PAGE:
David Prosser takes a look at the record-breaking secondary fundraising in October.
In these turbulent times, it’s not unreasonable for investors’ appetite for risk to be limited. It was fascinating, therefore, to see figures from the AIC showing that investment companies raised more new money in October than in any previous month on record. Investors obviously haven’t been running scared of putting their money into closed-ended funds.
To be clear, the £1.28bn picked up by the sector last money came from secondary fundraisings – that is, new share issues by existing investment companies, rather than completely new fund launches, which have been rarer this year. Even so, this is new money flowing into the sector at a time when you might expect investors and their advisers to be sitting on their hands. After all, with an election to get through, further Brexit uncertainty ahead and a slowing global economy, this does not feel like the most auspicious moment to commit new money to the markets.
Why have investment companies been able to persuade investors to open their wallets? Well, one answer can be found in an examination of the specific funds raising money. They included a clutch of infrastructure funds, which raised more than £400m between them last month, two renewable energy funds, which picked up £380m, and an assorted range of funds offering exposure to other types of alternative assets, from royalty payments to property. Mainstream equities and bonds didn’t get a look-in.
Some of these funds offer highly attractive yields, so desperately needed with a return to higher interest rates looking as far away as ever. Others provide investors with a much-needed opportunity to diversify their portfolios – the best possible defence against volatility and uncertainty.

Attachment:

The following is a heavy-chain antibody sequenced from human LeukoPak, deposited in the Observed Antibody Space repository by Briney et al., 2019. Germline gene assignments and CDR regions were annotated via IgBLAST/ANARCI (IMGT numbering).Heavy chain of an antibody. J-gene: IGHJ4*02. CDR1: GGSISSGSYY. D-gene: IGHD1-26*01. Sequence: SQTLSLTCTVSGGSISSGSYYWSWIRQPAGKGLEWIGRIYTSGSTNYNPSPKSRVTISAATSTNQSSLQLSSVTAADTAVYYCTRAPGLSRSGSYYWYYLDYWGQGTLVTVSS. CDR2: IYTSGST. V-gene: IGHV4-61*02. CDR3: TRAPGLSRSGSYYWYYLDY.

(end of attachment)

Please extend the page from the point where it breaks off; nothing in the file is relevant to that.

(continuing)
There was a time when retail investors confronted by the need for income or concerned by the prospect of market volatility would have faced a stark choice – leaving their money invested in conventional assets or switching into cash. But the investment companies sector has completely changed that. The closed-ended fund structure enables investors to take on exposure to a remarkably broad range of asset classes, many of which are highly illiquid or inaccessible, all through a liquid mechanism that makes it simple to get in and out. It has been an exercise in democratising investment.
In this context, it shouldn’t surprise us that investment companies are picking up so much new cash. The circumstances in which investors now find themselves is stoking up demand for a new approach to asset allocation that provides protection with upside potential. For all but the wealthiest investors and the institutions, the investment companies sector is the only supplier to be meeting this need.
October’s figures are also a reminder that while investment companies are closed-ended funds – they have a fixed size – they do have the option of issuing new stock in order to grow. Secondary share issues generally get less attention than new fund launches, but they provide much needed capacity – and give investors an opportunity to back funds with an established performance track record.
In time, no doubt, investors’ appetite for risk will return, particularly when (or if) we return to more normal times. At that stage, investment company managers may feel able to return to launching new vehicles where they detect demand. In the meantime, however, the secondary fundraising market for investment companies remains buoyant. Investors’ needs are being met.